NASA satellites bolster public health research

NASA's satellite data is being
used to fight malaria, childhood
asthma and strokes. A partnership
between NASA's National
Space Science and Technology
Center (NSSTC) and the
School of Public Health at the
University of Alabama at
Birmingham (UAB) is using
the imagery and data to determine
how environmental factors
influence a variety of diseases
and conditions.

Recently, NASA and UAB
announced that, in the fall of
2007, UAB established the
Laboratory for Global Health
Observation for using satellite
imagery to study public health
problems here and abroad.

The lab is the country's first
dedicated remote-sensing lab for
medical and public health use.
NSSTC scientists are working
with the lab to teach students
how satellite data can be used in
medicine and health.

'Both UAB and NASA want to
understand, using NASA satellite
data on air quality, heat indexes,
temperature, humidity and other
environmental elements, how
the environment is influencing
the diseases and conditions
targeted by' UAB, said NASA's
Dale Quattrochi.

Using geographic information
systems technology, a Global Positioning
System satellite receiver
triangulates its position using
three to four satellites orbiting
the Earth. Pictures from the
satellites are digitized and incorporated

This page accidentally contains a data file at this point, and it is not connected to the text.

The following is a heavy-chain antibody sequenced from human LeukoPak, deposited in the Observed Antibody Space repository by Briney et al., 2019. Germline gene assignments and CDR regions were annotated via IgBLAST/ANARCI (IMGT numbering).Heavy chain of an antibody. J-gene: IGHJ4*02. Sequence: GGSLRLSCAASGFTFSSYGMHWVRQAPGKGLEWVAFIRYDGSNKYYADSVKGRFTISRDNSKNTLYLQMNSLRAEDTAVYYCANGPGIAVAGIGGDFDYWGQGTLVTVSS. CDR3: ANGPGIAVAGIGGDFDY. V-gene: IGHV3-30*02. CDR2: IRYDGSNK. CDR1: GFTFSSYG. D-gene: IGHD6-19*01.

into a GIS database to
create colorful digital maps and
pictures showing the visible or
thermal properties of an area,
such as environmental changes,
agricultural activities, water temperatures
and erosion.

'With our combined data, we'll
be able to pinpoint any statistical
relationships between these diseases
and where these people
live, how hot their climate is
and so forth,' Quattrochi said.
'We're analyzing the data now.
With the wide geographic coverage,
this study's findings
could help health officials with
environmental exposure and
health recommendations.'

The partnership started with
a study on how racial and geographic
differences affected
the potential for strokes. Latitude
and longitude data from
participants in a stroke study,
Regards ' short for Reasons
for Geographic and Racial Differences
in Stroke ' was merged
with NASA remote-sensing data,
Quattrochi said.

Regards, funded by a five-year,
$28 million grant from the National
Institute of Neurological
Disorders and Stroke, part of the
National Institutes of Health, is
investigating why the rate of
stroke death is significantly higher
in the southeastern United
States and why blacks are more
likely to die from stroke than
whites. Specifically, Leslie Mc-
Clure, assistant professor of biostatistics,
is using NASA's satellite
technology to determine if there
is a variation in blood pressure
associated with meteorological
conditions.

Other studies are also using the
satellite technology, including a
study on whether there is a correlation
between seasonal affective
disorder and sunlight radiation.

Additionally, the satellites
are used to locate standing water,
a breeding ground for mosquitoes,
and treat those areas to prevent
malaria, in adddition to
tracking environmental influences
on childhood asthma.

NSSTC scientist Jeff Luvall described
the partnership as a
'turning point in public health.
Who knows where it will lead?'

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